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The galvanizing process removes light mill scale, water-based markers, light oils and small amounts of grease.

Our processes are unable to remove welding slag, burrs, oil-based paint/markers, wax, epoxy, heavy grease, lacquer, varnish or casting impurities.

Yes, we undertook a significant upgrade to our pickling line, resulting in a plant shutdown from Nov. 25 to Dec 23rd, 2013. The upgrades are now complete and we are fully operational.
Zinc metal used in the galvanizing process provides an impervious barrier between the steel substrate and corrosive elements in the atmosphere. It does not allow moisture and corrosive chlorides and sulfides to attack the steel.  Zinc is more importantly anodic to steel, meaning it will corrode before the steel, until the zinc is entirely consumed.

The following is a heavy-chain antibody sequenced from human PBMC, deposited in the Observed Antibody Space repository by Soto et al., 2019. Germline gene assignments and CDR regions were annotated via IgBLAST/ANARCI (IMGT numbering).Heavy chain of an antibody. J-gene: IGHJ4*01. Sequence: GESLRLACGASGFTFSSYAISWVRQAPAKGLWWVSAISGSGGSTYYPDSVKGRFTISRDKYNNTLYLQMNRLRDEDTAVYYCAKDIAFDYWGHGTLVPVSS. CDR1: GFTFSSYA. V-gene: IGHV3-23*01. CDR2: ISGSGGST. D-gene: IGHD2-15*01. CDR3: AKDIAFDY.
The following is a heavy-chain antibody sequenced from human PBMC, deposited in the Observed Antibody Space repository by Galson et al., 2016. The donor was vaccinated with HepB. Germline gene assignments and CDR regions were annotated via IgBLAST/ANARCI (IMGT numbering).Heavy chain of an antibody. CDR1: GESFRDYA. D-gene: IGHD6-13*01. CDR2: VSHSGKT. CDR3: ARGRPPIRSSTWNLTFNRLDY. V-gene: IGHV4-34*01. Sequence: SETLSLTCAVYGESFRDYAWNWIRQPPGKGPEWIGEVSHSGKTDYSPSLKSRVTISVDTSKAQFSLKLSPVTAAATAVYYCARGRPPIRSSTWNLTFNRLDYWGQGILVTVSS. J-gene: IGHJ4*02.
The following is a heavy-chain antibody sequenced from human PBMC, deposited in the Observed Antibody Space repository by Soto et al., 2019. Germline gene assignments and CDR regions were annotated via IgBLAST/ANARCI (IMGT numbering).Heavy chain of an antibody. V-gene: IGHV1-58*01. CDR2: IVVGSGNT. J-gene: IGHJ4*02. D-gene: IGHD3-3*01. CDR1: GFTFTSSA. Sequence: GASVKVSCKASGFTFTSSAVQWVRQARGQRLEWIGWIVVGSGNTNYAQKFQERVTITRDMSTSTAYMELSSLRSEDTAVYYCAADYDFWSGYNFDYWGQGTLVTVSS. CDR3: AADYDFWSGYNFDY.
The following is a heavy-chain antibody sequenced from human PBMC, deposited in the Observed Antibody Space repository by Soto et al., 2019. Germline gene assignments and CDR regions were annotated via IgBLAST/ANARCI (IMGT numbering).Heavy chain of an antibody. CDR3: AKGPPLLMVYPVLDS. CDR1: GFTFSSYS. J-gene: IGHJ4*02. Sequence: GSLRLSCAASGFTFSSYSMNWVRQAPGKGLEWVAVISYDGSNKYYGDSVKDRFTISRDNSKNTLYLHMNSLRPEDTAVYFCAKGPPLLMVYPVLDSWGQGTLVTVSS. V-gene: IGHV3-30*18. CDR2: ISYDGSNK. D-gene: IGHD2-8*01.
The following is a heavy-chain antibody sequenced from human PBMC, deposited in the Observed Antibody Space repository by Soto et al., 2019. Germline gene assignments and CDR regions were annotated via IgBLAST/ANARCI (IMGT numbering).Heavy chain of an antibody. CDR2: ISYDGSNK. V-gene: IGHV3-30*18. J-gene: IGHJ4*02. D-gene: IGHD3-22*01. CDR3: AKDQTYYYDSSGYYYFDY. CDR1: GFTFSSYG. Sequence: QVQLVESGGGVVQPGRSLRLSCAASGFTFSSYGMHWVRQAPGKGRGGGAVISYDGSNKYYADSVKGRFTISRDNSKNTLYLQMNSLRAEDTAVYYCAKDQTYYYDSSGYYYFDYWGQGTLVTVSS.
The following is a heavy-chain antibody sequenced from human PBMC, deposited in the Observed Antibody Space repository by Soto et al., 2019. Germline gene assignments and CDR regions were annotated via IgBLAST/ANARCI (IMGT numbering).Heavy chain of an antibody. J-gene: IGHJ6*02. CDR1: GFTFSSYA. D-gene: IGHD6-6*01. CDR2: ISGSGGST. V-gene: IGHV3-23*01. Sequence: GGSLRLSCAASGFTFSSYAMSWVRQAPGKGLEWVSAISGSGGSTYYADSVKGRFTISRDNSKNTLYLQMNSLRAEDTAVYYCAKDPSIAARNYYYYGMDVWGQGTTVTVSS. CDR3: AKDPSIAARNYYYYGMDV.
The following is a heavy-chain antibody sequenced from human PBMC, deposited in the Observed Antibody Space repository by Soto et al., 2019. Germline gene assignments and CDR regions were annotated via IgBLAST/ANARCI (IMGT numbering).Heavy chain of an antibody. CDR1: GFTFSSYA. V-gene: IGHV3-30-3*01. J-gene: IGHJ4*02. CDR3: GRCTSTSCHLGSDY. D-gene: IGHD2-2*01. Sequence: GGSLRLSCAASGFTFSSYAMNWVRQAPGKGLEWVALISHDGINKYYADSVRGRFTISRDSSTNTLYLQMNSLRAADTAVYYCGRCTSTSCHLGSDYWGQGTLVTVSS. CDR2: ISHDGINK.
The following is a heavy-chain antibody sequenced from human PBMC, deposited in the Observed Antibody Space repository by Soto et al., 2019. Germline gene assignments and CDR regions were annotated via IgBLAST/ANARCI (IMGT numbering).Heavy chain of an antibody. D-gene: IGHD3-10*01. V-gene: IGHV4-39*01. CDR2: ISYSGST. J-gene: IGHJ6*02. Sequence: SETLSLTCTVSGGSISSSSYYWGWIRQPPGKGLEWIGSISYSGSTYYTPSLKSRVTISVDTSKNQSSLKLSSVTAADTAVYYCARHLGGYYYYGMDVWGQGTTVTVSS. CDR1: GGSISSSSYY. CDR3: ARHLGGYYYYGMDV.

The three inter-metallic layers that form during the galvanizing process are harder than the substrate steel and have excellent abrasion resistance.
Zinc on newly galvanized steel is very reactive and wants to form zinc oxide and zinc hydroxide corrosion products that eventually become the stable zinc carbonate. When galvanized steel is tightly stacked or stored in wet boxes that don’t allow for free flowing air, the zinc forms excessive layers of zinc hydroxide, otherwise known as wet storage stain. Most wet storage stain can be easily removed with a cleaner or nylon brush. To prevent wet storage stain, store galvanized steel indoors or block it so that there is ample free flowing air between each galvanized article.
The steel chemistry is the primary determinant of galvanized coating thickness and appearance. Continuously cast steel produced by the steel companies has a wide variety of chemistries, thus the different coating appearances. There are several different additives that galvanizers may put in their zinc kettle to enhance the coating appearance by making it shiny, spangled or matte gray. The appearance of the coating (matte gray, shiny, spangled) does nothing to change the corrosion protection of the zinc coating.